Saturday, April 21, 2012

Treatment of Diabetic Cataracts in Dogs

My patient is a 7-year old male Terrier that has been treated for diabetes mellitus for the past 2 years. He has been difficult to regulate with NPH insulin given twice a day but seems to be in reasonable control now. 

The dog is clinically good, with relatively normal thirst, very alert and happy, no other problems related to the diabetes or other diseases.

When I first examined the dog, he already had developed moderate cataracts in both eyes but his owners felt that his vision was still good. However, over the last few months, the dog's vision has slowly deteriorated, and he now has mature cataracts in both eyes. I am no longer able to do a fundic exam on the dog. He is still getting around okay but definitely can't see as well as before.

Is surgical removal of one of the cataracts a good idea? Initially the owners were not interested in this so we haven´t discussed it thoroughly, but they seem to be changing their minds as the dogs vision diminishes.

My Response:

Prevalence of cataracts in diabetic dogs
Cataracts are a very common complication of diabetes mellitus in dogs, but are rare in diabetic cats (1). In one study of diabetic dogs, half had developed cataracts within 6 months of the diagnosis of diabetes, while 75% and 80% of the dogs developed cataracts by 12 and 16 months, respectively (2). Therefore, this indicates that the vast majority of diabetic dogs will eventually develop cataracts unless their glycemic control is very good to excellent. Obviously, that is difficult to achieve in many dogs with diabetes because cataracts are a very common complication (2,3).

Preoperative workup for cataracts
If the owners are at all interested in learning about surgical options, I would strongly suggest that they contact an ophthalmic surgeon and have a consultation. Diabetic cataracts are always associated with some level of lens-induced uveitis. It is the uveitis and its effects that can "make or break" the surgery. Therefore, any uveitis should be treated prior to surgery to minimize the inflammation that is inevitable after surgery.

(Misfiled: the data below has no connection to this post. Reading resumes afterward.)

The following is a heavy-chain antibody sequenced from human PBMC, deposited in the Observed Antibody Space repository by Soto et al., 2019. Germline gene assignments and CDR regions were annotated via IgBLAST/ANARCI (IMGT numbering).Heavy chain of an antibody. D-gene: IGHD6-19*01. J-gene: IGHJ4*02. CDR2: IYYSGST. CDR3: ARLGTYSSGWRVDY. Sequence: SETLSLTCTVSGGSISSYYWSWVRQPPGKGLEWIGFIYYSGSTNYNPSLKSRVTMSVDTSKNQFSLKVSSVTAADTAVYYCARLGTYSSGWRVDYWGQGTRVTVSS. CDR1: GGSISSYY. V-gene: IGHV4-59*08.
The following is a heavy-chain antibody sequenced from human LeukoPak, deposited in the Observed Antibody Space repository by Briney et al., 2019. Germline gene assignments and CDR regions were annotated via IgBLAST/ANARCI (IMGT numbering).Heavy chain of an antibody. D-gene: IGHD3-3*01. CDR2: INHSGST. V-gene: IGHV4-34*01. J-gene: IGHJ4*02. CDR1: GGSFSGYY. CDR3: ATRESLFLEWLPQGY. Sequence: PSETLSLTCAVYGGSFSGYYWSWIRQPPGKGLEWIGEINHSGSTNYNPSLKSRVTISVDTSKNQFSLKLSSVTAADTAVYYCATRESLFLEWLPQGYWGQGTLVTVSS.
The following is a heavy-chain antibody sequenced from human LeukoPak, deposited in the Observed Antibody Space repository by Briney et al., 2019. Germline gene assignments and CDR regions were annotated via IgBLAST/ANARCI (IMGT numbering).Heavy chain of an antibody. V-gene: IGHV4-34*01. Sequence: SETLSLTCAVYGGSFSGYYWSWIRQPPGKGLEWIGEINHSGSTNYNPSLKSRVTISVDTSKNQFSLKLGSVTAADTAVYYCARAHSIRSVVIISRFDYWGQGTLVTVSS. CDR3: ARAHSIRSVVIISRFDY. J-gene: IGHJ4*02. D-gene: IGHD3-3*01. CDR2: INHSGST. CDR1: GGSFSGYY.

It is also a good idea to refer prior to complete opacification of the lenses so that more thorough evaluation of the posterior structures is possible. If the retina is not visible, then further, costly diagnostic testing such as ocular ultrasound and electroretinogram (ERG) will be necessary to determine if the eye will have vision after cataract surgery. There is, after all, no point to performing this surgery if the eye is going to be blind anyway.

Should cataract surgery be done on both eyes?
It is important to remember the old proverb that states "In the land of the blind, the one-eyed man is king (4)."  A dog need only have one cataract removed to have vision restored. Doing both eyes is an option to discuss with the ophthalmologist, as some dogs may need all the vision they can get (5)

Do we have any medical options to prevent these diabetic cataracts?
Kinostat™ is an aldose reductase inhibitor that is now in clinical trial for the prevention of diabetic cataracts in dogs (6).  In one study, cataract formation and progression was observed in 64% of the dogs receiving placebo. In contrast, cataract formation in the dogs treated with Kinostat™ was significantly inhibited with only 28% developing cataracts

These initial results suggest that Kinostat™ is beneficial in arresting the onset and progression of cataracts in dogs with diabetes mellitus. To my knowledge, this product is not yet commercially available, but hopefully will be soon.

  1. Salgado D, Reusch C, Spiess B. Diabetic cataracts: different incidence between dogs and cats. Schweizer Archiv fur Tierheilkdunde 2000;142:349-353.
  2. Beam S, Correa MT, Davidson MG. A retrospective-cohort study on the development of cataracts in dogs with diabetes mellitus: 200 cases. Veterinary Ophthalmology 1999;2:169-172.
  3. Basher AW, Roberts SM. Ocular manifestations of diabetes mellitus: diabetic cataracts in dogs. Veteterinary Clinics of North American: Small Animal Practice 1995;25:661-676.
  4. Wikitionary, org. In the land of the blind, the one eyes man is king. From Latin in regione caecorum rex est luscus, credited to Desiderius Erasmus's Adagia (1500).
  5. Klein HE, Krohne SG, Moore GE, Stiles J. Postoperative complications and visual outcomes of phacoemulsification in 103 dogs (179 eyes): 2006-2008. Veterinary Ophthalmology 2011; 14:114-20. 
  6. Kador PF, Webb TR, Bras D, et al. Topical KINOSTAT ameliorates the clinical development and progression of cataracts in dogs with diabetes mellitus. Veterinary Ophthalmology 2010;13:363-368.

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